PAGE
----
We Few continues the “Prince Roger” series of books. I had been expecting to say “concludes” here, but the ending, while it does wrap up most issues, is still a bit open – I would not be too surprised to see some more books come out sometime later. It shifts gears from the first three books, instead of jungle combat and dealings with barbarian tribes, here Prince Roger and his by now quite small band of merry men (and ladies) are offplanet, destination the Imperial capital. They’ve been framed as traitors, responsible for the death of the rest of the Imperial family, and Roger’s mother is apparently being help hostage by powers attempting a coup. Cue action.
It’s a fun romp. Roger and his allies seize upon a… novel method of infiltrating the capital, one which causes no small amount of entertaining scenes. Like the earlier books, it’s (very) lightweight entertainment but mostly works well. The action keep chugging along, and Roger gets some flaws which make him a bit more interesting than before. Most of the main characters are still somewhat two-dimensional and some of the plot twists are quite predictable… but still, it’s a fun read.
I’ve written before about the genesis of Vampire: The Masquerade 20th Anniversary Edition, so I won’t reiterate much of that here. Long pre-order period, original one-volume luxury edition only available for people who pre-ordered (or attended the Grand Masquerade in person), etc etc. Now that I actually have the book and have read it, I’ll start with this: the book is absolutely gorgeous, it’s probably the fanciest and more impressive rpg book I own currently. It’s also huge.
The book is now also available via DriveThruRPG’s print-on-demand (“Now In Print”) scheme, though the cover there is a normal book cover and not the embossed faux-leather used here. The black & white edition is available as one volume , while the color version is split into two tomes because of print-technical reasons. If you want a one-volume full-color edition… too bad. You can’t have my copy, so eBay is your best bet. Be prepared to pay mucho cash. I do suggest you get the color version, even if it is two separate volumes, since there’s a lot of beautiful new full-color art here.
Enough about the physical presentation, what about the content? Well, I’m happy to report that it’s also fantastic. They’ve taken the whole Masquerade core, updated and totally revised it, and then added similarly updated and revised versions of Sabbat and most independent clans there. All Disciplines (including very weird and rare bloodline disciplines) are described up to 9 dots, and are heavily revised. I’ve never actually played or run tabletop Vampire so I did not catch all the changes, but a lot has been tweaked in this book (most due to fan input). In general, Discipline power level has been slightly reduced (at least at certain gonzo levels), and many old loopholes have been closed. Lots of things have been streamlined, for example Mortis is now a Necromancy path, and in general the layout of the various disciplines is more logical than much of the old rambling mess. Skills have been streamlined a bit, and in general things have been tweaked all over the place.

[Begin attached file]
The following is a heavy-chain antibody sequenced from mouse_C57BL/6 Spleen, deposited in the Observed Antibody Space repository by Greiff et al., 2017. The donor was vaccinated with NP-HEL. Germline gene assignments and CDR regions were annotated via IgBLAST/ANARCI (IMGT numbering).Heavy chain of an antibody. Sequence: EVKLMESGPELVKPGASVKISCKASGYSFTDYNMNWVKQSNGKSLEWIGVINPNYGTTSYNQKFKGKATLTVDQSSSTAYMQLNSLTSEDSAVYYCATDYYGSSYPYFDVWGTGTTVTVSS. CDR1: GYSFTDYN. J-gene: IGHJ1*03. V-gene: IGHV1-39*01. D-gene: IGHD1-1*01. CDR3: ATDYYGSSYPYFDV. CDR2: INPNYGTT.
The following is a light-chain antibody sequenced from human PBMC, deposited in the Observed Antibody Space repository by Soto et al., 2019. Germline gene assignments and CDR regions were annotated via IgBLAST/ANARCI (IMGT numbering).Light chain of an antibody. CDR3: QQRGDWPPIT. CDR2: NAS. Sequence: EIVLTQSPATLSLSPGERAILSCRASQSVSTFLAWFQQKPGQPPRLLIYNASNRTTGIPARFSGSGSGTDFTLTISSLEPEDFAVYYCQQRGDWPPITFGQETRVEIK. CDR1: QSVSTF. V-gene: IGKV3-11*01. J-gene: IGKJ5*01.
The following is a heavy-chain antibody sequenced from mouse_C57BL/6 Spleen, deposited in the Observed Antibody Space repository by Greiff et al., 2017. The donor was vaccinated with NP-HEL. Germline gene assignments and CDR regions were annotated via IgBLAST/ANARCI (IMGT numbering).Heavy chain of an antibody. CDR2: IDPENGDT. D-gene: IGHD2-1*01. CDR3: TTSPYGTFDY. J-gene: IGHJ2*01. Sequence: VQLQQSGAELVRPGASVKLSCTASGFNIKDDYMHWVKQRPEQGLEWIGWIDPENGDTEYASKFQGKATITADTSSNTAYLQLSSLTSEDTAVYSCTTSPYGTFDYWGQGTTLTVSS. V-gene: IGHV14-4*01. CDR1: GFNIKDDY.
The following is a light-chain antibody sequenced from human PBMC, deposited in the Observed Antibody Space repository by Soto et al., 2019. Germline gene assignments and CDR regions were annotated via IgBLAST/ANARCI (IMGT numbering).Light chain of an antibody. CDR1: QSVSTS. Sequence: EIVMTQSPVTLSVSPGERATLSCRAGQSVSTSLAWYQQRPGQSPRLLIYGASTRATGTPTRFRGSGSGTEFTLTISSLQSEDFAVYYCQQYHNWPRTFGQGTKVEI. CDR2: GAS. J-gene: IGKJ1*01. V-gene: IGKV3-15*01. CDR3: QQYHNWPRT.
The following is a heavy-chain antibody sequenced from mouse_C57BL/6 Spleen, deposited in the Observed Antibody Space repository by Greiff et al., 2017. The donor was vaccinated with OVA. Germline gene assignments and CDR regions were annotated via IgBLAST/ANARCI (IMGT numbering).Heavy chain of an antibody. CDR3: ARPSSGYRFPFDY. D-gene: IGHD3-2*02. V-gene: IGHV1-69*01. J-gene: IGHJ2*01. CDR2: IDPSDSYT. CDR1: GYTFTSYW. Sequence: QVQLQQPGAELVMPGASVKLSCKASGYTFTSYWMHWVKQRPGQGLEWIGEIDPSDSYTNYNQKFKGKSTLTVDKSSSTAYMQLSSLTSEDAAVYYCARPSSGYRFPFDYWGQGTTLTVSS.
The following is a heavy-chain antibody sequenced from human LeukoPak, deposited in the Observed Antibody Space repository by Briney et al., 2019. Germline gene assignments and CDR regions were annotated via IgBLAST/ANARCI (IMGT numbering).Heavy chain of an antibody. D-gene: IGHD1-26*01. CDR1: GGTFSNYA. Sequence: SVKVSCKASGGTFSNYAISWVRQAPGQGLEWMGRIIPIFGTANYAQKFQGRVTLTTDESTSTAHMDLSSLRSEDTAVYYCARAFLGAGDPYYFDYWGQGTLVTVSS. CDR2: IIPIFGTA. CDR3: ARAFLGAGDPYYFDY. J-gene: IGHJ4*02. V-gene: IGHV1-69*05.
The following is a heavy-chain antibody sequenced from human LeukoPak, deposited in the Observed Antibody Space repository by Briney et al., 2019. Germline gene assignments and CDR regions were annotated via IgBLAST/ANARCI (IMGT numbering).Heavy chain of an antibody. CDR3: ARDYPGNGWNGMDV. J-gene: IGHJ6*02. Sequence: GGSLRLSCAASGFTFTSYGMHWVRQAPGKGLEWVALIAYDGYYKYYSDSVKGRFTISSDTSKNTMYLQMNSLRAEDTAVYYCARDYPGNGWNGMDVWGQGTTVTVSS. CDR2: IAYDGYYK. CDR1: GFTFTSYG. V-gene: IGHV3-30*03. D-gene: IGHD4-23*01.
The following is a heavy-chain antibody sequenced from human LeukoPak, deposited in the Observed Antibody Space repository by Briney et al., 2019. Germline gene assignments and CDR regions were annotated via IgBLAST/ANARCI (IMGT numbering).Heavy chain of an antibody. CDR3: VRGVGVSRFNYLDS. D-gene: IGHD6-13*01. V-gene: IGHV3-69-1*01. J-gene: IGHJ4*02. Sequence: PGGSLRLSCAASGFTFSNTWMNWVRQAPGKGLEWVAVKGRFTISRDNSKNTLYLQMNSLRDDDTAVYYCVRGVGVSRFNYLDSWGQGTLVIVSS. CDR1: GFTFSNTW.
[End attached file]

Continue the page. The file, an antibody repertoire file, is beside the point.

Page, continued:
In short, this book contains a distillation of the major Vampire books over the last 20 years, with fixes to issues that have cropped up and general streamlining. To me, this is very much the “ultimate” version of Vampire: the Masquerade, and the version I would use if I were to run that game at some point. While I’m sure some people will gripe at the various nerfs to this and that uber-power, I see the general balancing of the power levels as purely a good thing.
The book leans heavily on the Revised edition of Vampire, but most of the metaplot events incorporated in that edition (or published after) have been relegated to the sidelines and sidebars here. Some others are mentioned as “rumors” and options, so that the GM can decide to either use them or now. They did keep some of the really stupid shit, though, there is still mention of the Week of Nightmares (though that, too, is thankfully left quite vague, so the GM can do the smart thing and ignore it). There is mention of the Tremere Antitribu maybe suffering a mass die-off… but it also is left somewhat vague. Overall, I think this is a good approach – there were some cool bits in the WoD metaplot, but also some astoundingly stupid bits. Mentioning them but leaving them open to interpretation is probably the wisest path to take, here.
I cannot really find much to gripe about this book. It’s a massive single-tome compendium of the whole expanded Vampire core, including Camarilla, Sabbat, the Independents and lots of bizarre bloodlines to boot. It contains revised and tweaked rules for everything, based on 20 years of “playtest” (i.e. fan input). Sure, the biggest value of this book is probably to collectors and people who remember the game with nostalgia – but honestly, purely as a game core book, this thing rocks. The layout is clear, the art is a combination of the old classic stuff and very pretty new pieces, and the game itself… well, it’s a classic.
The lazy approach would have been for White Wolf to cut+paste pieces from the old books, slap some fancy covers on, and call it an “Anniversary Edition” (I’m looking at you here, Chaosium). They didn’t do anything remotely like that, a huge amount of work went into writing and polishing this thing, and it shows. It’s clearly a labor of love for the writers, too.